Today, Croydon has a diverse economy, dominated by the service and retail sectors. For those looking to open up shop here, you can look forward to a lot of foot traffic. Croydon is, in fact, one of the largest commercial districts outside of Central London, with a thriving shopping and night-time economy.
But it’s not just shopping that brings people here. Throughout the ages, Croydon has benefitted from good transport links. It was once home to the world’s first public railway, the horse-drawn Surrey Iron Railway, which opened in 1803 and ran from Croydon to Wandsworth. These links have been a major contributing factor to Croydon’s business growth – and Croydon is also one of the largest financial centres and office areas in the south-east outside London today.
Croydon Central is the business hub. When travelling through it, you’ll see a large number of modern, towering offices and business centres including Start-Up Croydon, Capital Business Centre and Square Root, offering office space, meetings rooms and workshop studios for businesses of all sizes.
Croydon has worked hard to build an attractive business climate. In 2018, the town launched its Croydon Means Business initiative, which aims to showcase Croydon as a great place to grow a business and inspire innovation through networking and business support.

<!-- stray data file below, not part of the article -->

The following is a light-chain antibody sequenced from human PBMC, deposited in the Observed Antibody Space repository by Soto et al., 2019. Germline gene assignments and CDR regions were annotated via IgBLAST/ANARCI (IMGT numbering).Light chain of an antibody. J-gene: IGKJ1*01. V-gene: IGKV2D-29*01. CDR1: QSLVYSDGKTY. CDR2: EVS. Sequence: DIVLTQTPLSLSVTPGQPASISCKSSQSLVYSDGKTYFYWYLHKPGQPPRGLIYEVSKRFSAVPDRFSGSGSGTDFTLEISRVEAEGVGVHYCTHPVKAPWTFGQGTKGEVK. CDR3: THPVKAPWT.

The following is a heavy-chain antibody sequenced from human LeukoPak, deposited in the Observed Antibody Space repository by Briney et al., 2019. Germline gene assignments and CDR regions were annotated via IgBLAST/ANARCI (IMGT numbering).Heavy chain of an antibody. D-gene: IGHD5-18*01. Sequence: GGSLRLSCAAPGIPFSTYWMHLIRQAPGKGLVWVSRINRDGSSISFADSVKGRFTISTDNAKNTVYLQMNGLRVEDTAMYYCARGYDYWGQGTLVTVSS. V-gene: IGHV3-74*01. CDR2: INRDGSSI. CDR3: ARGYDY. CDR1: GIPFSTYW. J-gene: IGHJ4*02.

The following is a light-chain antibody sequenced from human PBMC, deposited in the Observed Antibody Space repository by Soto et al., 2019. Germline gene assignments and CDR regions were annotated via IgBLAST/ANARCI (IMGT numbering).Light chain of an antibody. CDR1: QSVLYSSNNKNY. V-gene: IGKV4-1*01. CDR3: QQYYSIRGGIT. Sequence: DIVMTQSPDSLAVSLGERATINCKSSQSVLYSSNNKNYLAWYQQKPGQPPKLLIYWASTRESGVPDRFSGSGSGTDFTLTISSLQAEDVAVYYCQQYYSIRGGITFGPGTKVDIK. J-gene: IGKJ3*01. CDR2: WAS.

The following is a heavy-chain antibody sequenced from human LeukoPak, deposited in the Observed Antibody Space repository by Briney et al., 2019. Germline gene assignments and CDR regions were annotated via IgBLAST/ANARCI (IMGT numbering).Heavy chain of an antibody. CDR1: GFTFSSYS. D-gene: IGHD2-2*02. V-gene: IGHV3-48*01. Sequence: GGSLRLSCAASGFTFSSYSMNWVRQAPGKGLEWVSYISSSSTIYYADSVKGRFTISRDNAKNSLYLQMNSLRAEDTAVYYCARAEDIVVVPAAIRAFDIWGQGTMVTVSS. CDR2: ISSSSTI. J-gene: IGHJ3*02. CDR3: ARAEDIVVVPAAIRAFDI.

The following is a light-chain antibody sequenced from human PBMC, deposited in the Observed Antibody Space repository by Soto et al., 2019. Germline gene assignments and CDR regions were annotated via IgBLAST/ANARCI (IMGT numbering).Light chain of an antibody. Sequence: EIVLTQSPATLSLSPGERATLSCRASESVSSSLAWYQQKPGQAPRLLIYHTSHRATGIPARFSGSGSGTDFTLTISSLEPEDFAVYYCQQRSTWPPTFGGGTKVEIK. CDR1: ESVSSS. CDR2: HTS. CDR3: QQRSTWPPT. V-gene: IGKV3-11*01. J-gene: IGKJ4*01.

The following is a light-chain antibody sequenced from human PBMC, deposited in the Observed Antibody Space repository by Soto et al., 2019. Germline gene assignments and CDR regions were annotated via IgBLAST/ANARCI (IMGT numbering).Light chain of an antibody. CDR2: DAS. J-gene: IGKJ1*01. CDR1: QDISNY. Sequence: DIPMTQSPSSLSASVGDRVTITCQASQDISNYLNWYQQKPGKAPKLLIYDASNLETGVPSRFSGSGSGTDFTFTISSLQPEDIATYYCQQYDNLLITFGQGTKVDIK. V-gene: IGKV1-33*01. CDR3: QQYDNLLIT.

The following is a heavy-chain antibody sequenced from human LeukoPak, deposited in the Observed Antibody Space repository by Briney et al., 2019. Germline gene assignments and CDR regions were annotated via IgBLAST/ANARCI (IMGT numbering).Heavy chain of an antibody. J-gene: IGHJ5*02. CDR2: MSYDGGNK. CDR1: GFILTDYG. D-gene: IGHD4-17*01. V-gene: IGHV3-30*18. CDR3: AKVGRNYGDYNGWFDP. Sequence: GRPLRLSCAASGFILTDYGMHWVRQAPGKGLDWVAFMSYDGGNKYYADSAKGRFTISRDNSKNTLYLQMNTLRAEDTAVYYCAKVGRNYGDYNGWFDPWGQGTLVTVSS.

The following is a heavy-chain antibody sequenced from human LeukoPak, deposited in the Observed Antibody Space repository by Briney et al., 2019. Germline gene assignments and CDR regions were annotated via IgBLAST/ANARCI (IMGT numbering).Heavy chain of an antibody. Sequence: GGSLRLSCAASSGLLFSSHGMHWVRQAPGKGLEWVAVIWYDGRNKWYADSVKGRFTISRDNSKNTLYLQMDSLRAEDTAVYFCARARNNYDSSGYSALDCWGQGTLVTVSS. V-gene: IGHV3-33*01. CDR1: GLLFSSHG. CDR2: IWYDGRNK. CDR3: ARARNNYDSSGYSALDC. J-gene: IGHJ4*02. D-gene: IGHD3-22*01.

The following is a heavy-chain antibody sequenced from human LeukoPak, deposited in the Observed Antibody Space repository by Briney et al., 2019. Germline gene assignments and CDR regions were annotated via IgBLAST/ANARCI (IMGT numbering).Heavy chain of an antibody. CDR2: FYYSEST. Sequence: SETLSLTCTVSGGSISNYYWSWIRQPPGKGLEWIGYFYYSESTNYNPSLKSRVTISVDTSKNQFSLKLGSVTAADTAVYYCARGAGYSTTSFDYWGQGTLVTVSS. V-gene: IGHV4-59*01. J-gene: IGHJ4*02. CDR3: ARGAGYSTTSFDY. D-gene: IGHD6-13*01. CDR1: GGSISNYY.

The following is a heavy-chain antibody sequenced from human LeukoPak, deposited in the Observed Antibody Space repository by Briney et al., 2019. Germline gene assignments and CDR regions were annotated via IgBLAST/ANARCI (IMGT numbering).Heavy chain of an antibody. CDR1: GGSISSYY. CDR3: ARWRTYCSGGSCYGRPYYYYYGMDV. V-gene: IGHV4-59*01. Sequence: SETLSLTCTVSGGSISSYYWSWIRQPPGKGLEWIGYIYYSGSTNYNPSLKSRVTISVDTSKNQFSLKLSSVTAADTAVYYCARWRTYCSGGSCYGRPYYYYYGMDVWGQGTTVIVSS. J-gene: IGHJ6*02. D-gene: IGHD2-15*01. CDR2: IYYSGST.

This growth mindset isn’t new either. A decade earlier, the town snapped up the award for the most enterprising place in London. And it’s currently working through a £520 million Growth Zone programme covering transport, schools, community infrastructure and support for small businesses.
While the town is dominated by retail, there’s also a good chance your neighbour will be a legal, insurance or financial services firm. Some of the biggest companies in Croydon include Goldman Sachs, Accenture, KPMG, Amazon, J.P. Morgan, Barclays and Deloitte.
Interestingly, Croydon is one of the five London boroughs never to have been served by the London Underground system. However, when it comes to transport, there are lots of other options – from rail to road and tramlink – making travel convenient for businesses.
It’s easy to get around by rail
Croydon is served both by East Croydon and West Croydon. West Croydon is served by the London Overground and Southern services, while the Govia Thameslink Railway serves East Croydon via the Brighton Main Line.
You can take the tram through Croydon
If you fancy taking the tram, you’ll be able to catch one in Croydon and travel to surrounding areas in south London. This tram system first started operating in 2000, known as the ‘Croydon Tramlink’ and was actually the first tram system in London since 1952. It’s about a 30-minute ride from East Croydon to Wimbledon.